Another Communist Cartoon? What Is This World Coming To?

December 6, 2011

Political Theory

The Smurfs

When you look at this picture, what do you see? A group of lovable little blue guys that many of us grew up to love? Or a clan of communist creatures striving to brainwash the youth of the world in opposition to capitalism and Western society?

Smurfs, the cute, innocent blue creatures that frolic about in the woods, are now under fire from multiple sources claiming that the cartoon is “steeped in Stalinism and Nazism”. The biggest opponent of this cute little cartoon is Antoine Buéno, a French sociologist and the author of the recently published “Le Petit Livre Bleu”, or in English “The Little Blue Book”.  In this work, Buéno claims that the Smurfs are filled with racial propaganda and that it is a disgrace that “soils the legends of our childhood”. So what claims does Buéno have against the Smurfs? First, you should know the background of the program and a little about the characters.

The Smurfs is a cartoon that began in 1958 in Belgium, originally published by cartoonist Peyo in French.  The cartoon is about a race of little blue people that live and work in a little community in the woods.  In the Smurf’s society, there are no economics and the whole group functions without currency or trade.  Instead of money, each Smurf works for the betterment of the group and is named for what they do, such as Brainy Smurf and Farmer Smurf.  The Smurfs all wear the same white shorts and hat so that none can be considered an individual, except for Papa Smurf, referred to as the “father” of the clan- not the leader- who wears a red hat and red shorts.  Seen as a wise figure, he guides his fellow Smurfs to share and contribute to the rest of the community.  The Smurfs also have an enemy in the woods, an ugly, dirty, hook-nosed magician named Gargamel and his pet cat, Azrael (coincidence?).

There is also much debate over the meaning of the word “Smurf”.  Some people believe that Smurf is actually an acronym that stands for “Socialist Men Under Red Father” or “Soviet Men Under Red Father”.  However, the origin of the phrase has literally been lost in translation and morphed over time.  Peyo, the original cartoonist, was eating lunch one day with a friend when he forgot the word salt and instead asked for the “schtroumpf“, and said when he was done “schtroumpfing” he would return the ” schtroumpf”.  This french phrase was later translated into English as the word “smurf” that we are familiar with today, and is used through out the cartoon to replace different nouns and verbs, such as “this flower smurfs delicious” or “there are too many smurfs in my pocket”.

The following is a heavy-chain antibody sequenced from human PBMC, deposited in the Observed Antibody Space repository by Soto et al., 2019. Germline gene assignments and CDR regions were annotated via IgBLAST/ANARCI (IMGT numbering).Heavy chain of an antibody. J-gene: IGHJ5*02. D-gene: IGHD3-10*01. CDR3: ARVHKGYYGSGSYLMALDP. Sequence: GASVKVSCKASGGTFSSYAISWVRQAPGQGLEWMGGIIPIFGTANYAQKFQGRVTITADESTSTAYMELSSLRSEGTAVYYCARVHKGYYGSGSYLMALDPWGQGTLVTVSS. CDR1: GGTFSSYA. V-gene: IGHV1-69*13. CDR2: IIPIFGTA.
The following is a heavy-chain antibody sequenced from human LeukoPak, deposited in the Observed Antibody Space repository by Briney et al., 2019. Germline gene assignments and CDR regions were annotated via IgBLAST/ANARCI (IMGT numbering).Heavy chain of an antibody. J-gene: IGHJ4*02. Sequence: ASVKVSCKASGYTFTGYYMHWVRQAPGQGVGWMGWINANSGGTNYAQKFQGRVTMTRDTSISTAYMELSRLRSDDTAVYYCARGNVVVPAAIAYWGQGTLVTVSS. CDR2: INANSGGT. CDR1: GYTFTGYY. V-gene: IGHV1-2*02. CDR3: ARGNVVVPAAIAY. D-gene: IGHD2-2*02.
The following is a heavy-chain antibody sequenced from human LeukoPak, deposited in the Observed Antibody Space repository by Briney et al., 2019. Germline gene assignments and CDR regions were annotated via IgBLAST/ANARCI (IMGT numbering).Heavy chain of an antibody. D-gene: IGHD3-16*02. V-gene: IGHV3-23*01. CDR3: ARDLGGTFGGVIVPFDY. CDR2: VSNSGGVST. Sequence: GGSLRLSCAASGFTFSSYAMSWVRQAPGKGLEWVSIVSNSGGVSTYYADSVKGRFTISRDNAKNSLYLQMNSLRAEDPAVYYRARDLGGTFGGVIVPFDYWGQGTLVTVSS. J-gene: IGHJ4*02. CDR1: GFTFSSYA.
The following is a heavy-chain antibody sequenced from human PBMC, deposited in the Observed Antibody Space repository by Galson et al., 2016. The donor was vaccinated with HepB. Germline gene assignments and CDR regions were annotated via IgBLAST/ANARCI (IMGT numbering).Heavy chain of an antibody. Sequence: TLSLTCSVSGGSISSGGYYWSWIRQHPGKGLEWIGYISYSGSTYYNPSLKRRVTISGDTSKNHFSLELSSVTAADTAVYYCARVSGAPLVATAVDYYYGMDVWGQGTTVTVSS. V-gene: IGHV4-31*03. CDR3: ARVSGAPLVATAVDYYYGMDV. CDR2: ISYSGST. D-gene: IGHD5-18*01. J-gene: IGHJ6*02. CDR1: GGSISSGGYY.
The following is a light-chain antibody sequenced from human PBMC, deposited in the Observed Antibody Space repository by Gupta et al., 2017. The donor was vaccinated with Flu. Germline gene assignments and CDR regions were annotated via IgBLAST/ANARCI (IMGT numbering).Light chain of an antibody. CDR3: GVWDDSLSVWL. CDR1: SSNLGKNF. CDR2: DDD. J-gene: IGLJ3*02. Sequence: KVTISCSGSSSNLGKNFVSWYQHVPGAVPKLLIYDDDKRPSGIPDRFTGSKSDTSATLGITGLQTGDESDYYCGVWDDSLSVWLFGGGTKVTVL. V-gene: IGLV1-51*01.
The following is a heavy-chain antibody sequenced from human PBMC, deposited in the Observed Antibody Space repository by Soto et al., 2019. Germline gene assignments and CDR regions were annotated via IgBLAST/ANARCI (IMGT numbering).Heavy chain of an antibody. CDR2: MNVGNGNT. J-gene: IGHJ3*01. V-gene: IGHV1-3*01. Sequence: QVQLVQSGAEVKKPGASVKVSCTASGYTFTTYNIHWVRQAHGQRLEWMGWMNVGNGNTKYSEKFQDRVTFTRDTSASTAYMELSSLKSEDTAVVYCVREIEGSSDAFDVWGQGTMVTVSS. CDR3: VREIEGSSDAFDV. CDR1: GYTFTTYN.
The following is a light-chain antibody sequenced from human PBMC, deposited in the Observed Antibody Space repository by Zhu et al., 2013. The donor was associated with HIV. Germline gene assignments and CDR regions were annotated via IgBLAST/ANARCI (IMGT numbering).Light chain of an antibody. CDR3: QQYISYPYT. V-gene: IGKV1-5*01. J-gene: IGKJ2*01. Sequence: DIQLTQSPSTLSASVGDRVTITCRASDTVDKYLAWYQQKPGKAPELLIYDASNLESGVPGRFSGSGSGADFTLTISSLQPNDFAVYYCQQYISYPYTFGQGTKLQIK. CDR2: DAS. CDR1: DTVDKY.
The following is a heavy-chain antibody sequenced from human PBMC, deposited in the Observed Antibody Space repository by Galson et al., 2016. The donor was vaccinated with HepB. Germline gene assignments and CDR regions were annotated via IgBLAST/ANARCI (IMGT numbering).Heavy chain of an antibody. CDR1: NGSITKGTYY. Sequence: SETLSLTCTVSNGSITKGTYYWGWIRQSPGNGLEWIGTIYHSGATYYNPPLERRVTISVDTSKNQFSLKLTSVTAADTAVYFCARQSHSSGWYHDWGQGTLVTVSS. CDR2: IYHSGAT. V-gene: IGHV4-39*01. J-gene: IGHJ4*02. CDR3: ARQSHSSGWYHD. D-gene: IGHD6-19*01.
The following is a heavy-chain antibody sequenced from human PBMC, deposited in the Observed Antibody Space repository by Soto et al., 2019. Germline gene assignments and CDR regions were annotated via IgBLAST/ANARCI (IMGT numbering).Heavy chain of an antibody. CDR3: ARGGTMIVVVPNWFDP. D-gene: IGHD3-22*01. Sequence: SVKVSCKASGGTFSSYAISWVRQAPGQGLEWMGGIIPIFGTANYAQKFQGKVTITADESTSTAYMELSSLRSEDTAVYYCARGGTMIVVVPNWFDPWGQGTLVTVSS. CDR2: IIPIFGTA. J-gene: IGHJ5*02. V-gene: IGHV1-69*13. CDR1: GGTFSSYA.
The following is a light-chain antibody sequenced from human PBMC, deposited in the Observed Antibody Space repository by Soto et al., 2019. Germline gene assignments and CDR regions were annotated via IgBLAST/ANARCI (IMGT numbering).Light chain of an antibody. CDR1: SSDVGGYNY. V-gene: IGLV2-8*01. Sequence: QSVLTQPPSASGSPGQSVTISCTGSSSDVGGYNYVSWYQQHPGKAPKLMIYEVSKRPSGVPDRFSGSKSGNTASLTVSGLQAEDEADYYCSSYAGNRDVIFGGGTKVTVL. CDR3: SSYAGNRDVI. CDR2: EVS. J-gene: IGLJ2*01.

In “The Little Blue Book”, Buéno cites 2 specific events in which the Smurfs are racist and anti-semitic.  The first example Buéno uses is the character Smurfette, the only female Smurf in the whole community.  Buéno contests that Smurfette represents a Nazi, meeting the Aryan ideal of beauty with her long blonde hair and refined features.

Does this look representative of a Nazi to you?

The next example that Buéno refers to actually comes from the very first comic strip of the Smurfs, originally published in French.  In the strip, one of the Smurfs gets bitten by a black fly and as a result, turns jet black, is driven insane and deprived of speech.  Buéno claims that they  “lose all trace of intelligence and become completely moronic, roughly the way Africans were viewed by white colonisers in the 19th century”.  In fact, US publishers refused to publish the first strip until a year later when the infected Smurfs were recolored to purple.

An example of what Buéno believes is racism, where sick Smurfs turn black and spread chaos among "normal Smurfs"

So, do you agree with Buéno that the Smurfs really are communist, or is this just all a coincidence? Many Smurf supporters protest that “It’s not hard to find anti-Semitism in Shakespeare or Balzac”, so why are the Smurfs any different? Is Papa Smurf a manifestation of Marx himself?  Are Gargamel and his cat Azrael representative of the Jewish people and the nation of Israel?

And going even deeper, do you think that the creators intention 50 years ago was to create a cartoon that children would see and learn to accept communism just by watching?  And what about the present day applications: are cartoons a (good?) way to reach the youth of the nation? Is it fair to viewers and creators that a children’s program has underlying themes?

Is Papa Smurf really a manifestation of Karl Marx?



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